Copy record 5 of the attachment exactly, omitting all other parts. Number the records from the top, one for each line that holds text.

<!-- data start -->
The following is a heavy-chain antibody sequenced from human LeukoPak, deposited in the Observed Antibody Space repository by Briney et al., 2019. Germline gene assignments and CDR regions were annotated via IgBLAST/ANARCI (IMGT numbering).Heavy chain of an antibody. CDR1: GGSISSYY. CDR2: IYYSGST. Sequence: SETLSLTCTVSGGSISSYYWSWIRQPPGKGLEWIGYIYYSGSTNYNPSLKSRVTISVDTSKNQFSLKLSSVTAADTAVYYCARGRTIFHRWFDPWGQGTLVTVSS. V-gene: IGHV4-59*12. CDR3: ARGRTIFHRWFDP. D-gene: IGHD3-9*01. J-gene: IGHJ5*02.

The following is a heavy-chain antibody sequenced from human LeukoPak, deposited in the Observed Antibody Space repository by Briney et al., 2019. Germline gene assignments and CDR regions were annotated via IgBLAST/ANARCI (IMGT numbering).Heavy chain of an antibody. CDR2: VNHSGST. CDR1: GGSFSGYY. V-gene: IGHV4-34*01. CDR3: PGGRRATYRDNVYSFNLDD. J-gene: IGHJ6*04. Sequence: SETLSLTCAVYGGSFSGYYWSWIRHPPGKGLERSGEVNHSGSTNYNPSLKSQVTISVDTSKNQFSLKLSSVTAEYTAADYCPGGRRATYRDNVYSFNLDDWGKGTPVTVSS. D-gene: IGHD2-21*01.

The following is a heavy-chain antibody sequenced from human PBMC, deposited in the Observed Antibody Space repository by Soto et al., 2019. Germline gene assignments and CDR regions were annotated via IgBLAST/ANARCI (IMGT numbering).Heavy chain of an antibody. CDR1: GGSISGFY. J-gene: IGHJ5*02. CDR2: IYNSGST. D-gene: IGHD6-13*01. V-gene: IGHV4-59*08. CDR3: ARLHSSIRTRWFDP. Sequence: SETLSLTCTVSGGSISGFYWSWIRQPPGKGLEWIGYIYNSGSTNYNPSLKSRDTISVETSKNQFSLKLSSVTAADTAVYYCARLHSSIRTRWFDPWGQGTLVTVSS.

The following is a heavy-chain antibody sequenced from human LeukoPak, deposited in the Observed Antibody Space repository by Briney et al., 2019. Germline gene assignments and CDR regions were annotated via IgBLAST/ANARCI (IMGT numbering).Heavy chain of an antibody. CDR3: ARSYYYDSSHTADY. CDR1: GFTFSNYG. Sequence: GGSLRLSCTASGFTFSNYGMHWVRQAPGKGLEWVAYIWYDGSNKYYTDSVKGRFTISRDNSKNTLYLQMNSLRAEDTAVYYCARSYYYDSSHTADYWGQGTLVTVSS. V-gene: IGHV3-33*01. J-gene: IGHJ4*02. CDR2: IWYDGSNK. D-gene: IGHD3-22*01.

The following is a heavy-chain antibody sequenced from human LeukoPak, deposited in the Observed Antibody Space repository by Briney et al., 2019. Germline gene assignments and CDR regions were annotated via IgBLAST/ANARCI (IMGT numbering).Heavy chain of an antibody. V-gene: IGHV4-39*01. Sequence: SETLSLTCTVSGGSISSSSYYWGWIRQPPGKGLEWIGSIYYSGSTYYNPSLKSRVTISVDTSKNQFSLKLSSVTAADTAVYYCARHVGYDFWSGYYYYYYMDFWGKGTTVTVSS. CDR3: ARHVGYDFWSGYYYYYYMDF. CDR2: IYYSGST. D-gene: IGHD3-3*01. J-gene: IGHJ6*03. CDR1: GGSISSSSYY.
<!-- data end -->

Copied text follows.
The following is a heavy-chain antibody sequenced from human LeukoPak, deposited in the Observed Antibody Space repository by Briney et al., 2019. Germline gene assignments and CDR regions were annotated via IgBLAST/ANARCI (IMGT numbering).Heavy chain of an antibody. V-gene: IGHV4-39*01. Sequence: SETLSLTCTVSGGSISSSSYYWGWIRQPPGKGLEWIGSIYYSGSTYYNPSLKSRVTISVDTSKNQFSLKLSSVTAADTAVYYCARHVGYDFWSGYYYYYYMDFWGKGTTVTVSS. CDR3: ARHVGYDFWSGYYYYYYMDF. CDR2: IYYSGST. D-gene: IGHD3-3*01. J-gene: IGHJ6*03. CDR1: GGSISSSSYY.